The shift to digital business is happening. Fast. As companies embrace this shift, the focus of business strategy moves to extracting the maximum insight from customer data stores; insight into customer needs, and likely future behavior. This also means that businesses will need to gather more data, at increasingly granular levels to supplement what the company already has.
This business-critical customer data usually lives within the purview of the CMO, and it is the CMO who usually has the tools at their disposal to supplement what the business already has. This is why the CMO role is evolving from one of driving customer awareness to one that includes the custodian of strategic insight in buyer needs and behavior.
At the same time, markets of all kinds are being disrupted and customer behavior is changing faster than ever. The pressure is on to provide near real-time guidance on where opportunities and threats lie, and how to address them. This means that the level of MarTech investment to provide that insight is going to increase. In fact, it is often in the space of customer data insight and marketing technology that the shift to digital really starts to provide the most value to a company.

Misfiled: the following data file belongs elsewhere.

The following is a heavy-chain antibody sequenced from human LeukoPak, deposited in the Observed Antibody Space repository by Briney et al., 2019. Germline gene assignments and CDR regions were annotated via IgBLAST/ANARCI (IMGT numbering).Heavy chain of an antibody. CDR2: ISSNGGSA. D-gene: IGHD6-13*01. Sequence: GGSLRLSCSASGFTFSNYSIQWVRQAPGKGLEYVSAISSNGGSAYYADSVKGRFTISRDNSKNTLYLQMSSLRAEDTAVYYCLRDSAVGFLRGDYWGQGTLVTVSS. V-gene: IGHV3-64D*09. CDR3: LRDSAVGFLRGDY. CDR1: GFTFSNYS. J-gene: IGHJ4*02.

The digital CMO must therefore be able to understand and evaluate the opportunities of new martech investments and use that technology (and the process excellence that is required alongside it) to deliver the strategic direction and guidance that digital business demands.
Meeting customer needs while ensuring business profitability
The CMO won’t be responsible for managing aspects of the business such as supply chain, manufacturing, etc. However, the pace at which markets change and the constant influence of external forces like natural disasters, government tariffs, and new entrants and disruptors, means that successful businesses will have to be extremely agile.
This agility can only be delivered through a combination of highly flexible, responsive processes (think DevOps writ large). Actionable insight must also be delivered to enable the right strategic and operational shifts to occur, and prevent costly missteps and missed opportunities.
This further emphasizes the capacity of the CMO to collect, manage, and process market and customer data right at the heart of almost every aspect of business strategy.
As a result, CMOs must be in a position to do three things very quickly:
- Identify and understand changing market and buyer conditions. For example, are needs and tastes shifting? Will new sources of raw material meet the need better?
- Evaluate the impact of those changes on the business. Do small changes in buyer behavior now signal a more significant shift that must be anticipated and responded to?
- Act on market shifts, responding quickly enough to outpace competitors and be ahead of customer needs.
All these things require the CMO to be a source of strategic insight for the business. What are customers and prospects looking for? How are they behaving? What are competitors doing and, critically, what other factors in the market are shifting that might influence customers or pose a threat or opportunity to the business?